“These projects will be individually regraded by a colourist often with involvement of the DP,” explains Cristina Gomila, director of Technicolor’s Rennes Research and Innovation Centre. “Inverse tone mapping allows us to stretch the dynamic range of all legacy catalogue and make the images brighter for new displays. We’ll try to stretch the range in a way that conveys the true image the DP wanted to create but in such a way we don’t want flush the user with maximum peak luminance at any time.
“Where content or areas of content have been clipped when represented in LDR Technicolor has some algorithms that can compensate and bring detail from brighter zones for example. “Lost information is difficult to recover so we are going to be seeing a variety of quality depending on these algorithms,” says Gomila.
Technicolor will also licence a version of its technology to perform dynamic range expansion at the receiver, in set top boxes or the TV. As with Dolby Vision, the enhancement can be applied to images of any resolution. She calls for a consistent measure of what constitutes HDR to be agreed and is contributing to standardization activities on HEVC extensions for HDR and wide Colour Gamut in MPEG, ITU-T and applications standard committees such as DVB and ATSC 3.0.
“The industry, including standards bodies like MPEG, need to set up a continuous scale and define a point below which we can term LDR (low dynamic range) and above which is HDR,” says Gomila. “There may even be intermediate range, but there should be a single agreed definition to avoid market confusion.”
She suggests that from capture to grade creatives need to learn about how new artistic effects can be conveyed with HDR images. “If you knew you could display this greater range, the question is would you play differently with the lighting when filming? This has implications for productions being shot going forward.”
The genesis of Dolby’s technology came from IP acquired from Brightstar in 2007. The Canadian wireless technology specialist had developed the concept of local dimming in which TVs are dynamically lit by individual LEDs arrayed behind the screen, rather than by way of a single backlight. Brightstar developed a means of creating an HDR version of regular content by extrapolating information needed to create the locally dimmed image within the TV. The idea didn’t take off because it required TV sets to become wider to accommodate the LEDs at a time when the trend is toward ever thinner units (although LED edge-lit displays which light up the panel equally are now common).
“When we acquired Brightside, the existing IP revolved mostly around the concept of direct LED local dimming for LCD displays,” explains Vlaicu. “The idea of enhancing the signal itself was really just an idea at the time. Since then, we have built the technology and IP to turn this into a reality. The way we see this panning out now is that the combination of better performing displays in the form of local dimming LCD or OLED along with Dolby Vision signals that carry higher dynamic range and a wider colour gamut will enable a far superior imaging performance.”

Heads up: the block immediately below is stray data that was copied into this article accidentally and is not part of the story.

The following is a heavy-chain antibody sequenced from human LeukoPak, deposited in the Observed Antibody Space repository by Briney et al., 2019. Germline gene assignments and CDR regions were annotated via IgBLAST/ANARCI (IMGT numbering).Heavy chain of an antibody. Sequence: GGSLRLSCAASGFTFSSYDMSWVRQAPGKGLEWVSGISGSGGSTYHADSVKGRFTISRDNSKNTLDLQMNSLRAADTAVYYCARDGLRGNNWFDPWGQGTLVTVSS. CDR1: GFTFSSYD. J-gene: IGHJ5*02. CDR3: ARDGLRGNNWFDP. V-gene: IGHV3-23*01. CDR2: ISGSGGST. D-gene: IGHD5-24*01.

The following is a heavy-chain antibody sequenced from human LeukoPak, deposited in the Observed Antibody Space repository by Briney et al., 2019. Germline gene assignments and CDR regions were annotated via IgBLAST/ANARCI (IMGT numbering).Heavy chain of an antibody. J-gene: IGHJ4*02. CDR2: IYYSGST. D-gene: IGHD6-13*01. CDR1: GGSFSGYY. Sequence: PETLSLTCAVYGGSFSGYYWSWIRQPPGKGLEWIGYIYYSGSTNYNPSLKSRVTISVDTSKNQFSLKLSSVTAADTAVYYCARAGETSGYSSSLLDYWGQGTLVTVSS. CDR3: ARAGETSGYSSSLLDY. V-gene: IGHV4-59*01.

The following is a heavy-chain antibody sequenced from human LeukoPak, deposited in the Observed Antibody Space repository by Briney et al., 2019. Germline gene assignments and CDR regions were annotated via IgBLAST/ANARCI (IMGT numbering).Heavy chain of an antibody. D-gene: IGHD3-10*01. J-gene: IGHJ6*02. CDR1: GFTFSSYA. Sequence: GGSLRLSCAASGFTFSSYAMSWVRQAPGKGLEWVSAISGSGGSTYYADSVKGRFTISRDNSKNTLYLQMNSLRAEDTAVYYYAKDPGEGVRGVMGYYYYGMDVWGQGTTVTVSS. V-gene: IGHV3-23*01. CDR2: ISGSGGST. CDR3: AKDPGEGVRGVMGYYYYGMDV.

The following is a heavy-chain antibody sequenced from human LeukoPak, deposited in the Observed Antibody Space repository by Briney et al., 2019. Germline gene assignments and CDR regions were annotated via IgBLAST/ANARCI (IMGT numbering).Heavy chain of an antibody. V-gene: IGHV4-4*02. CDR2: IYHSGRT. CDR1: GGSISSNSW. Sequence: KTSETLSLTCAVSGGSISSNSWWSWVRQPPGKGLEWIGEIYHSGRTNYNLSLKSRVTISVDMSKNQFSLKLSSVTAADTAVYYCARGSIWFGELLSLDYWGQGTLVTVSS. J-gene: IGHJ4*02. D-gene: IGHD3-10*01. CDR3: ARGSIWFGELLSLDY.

Technicolor and Dolby are not alone in developing this area. Video processing company Folded Space, subsidiary to anamorphic lens maker Panamorph, is marketing what it terms deep colour content encoding.
“DCE is an extremely efficient process requiring very little additional bandwidth or processing power to deliver true 12-bit equivalent colour to compatible displays,” notes business development director John Schuermann.
The company’s algorithms process original content with 12-bits and encode information about the colour detail into a backward compatible 8-bit Blu-ray disc. Newer displays and Blu-ray players with the decoding algorithm can then restore a 12-bit equivalent of the original image. Folded Space is licensing the technology to software partners for free “to stimulate HDR content production” it says, while charging a modest fee for it to player and display vendors.
“We are working with several CE manufacturers and major film studios to develop a 12-to-8-back-to12-bit demo, but of course the current limitation is the lack of a high bit depth display to show it on or even good 12-bit video content to run through the process,” says Schuermann. “These are challenges we are working on with several CE companies and film studios, most under NDA at this point.”
He adds, “The whole HDR/high colour bit depth discussion is evolving rapidly and there are still technical problems to be overcome on the display side. This is where Dolby is focusing part of their efforts, as a major component of what they are doing is encouraging the development of higher brightness, high bit depth displays. We have simply been focusing on the efficient delivery of high bitrate content.
“It is our understanding that Dolby’s delivery system will be proprietary and include at least two data streams that will need to be remuxed at the display. Our technology is fully compatible with current and future Blu-ray standards and can be adapted to other high-quality delivery methods such as downloads (although probably not realtime streaming, as the massive compression could adversely affect our process).”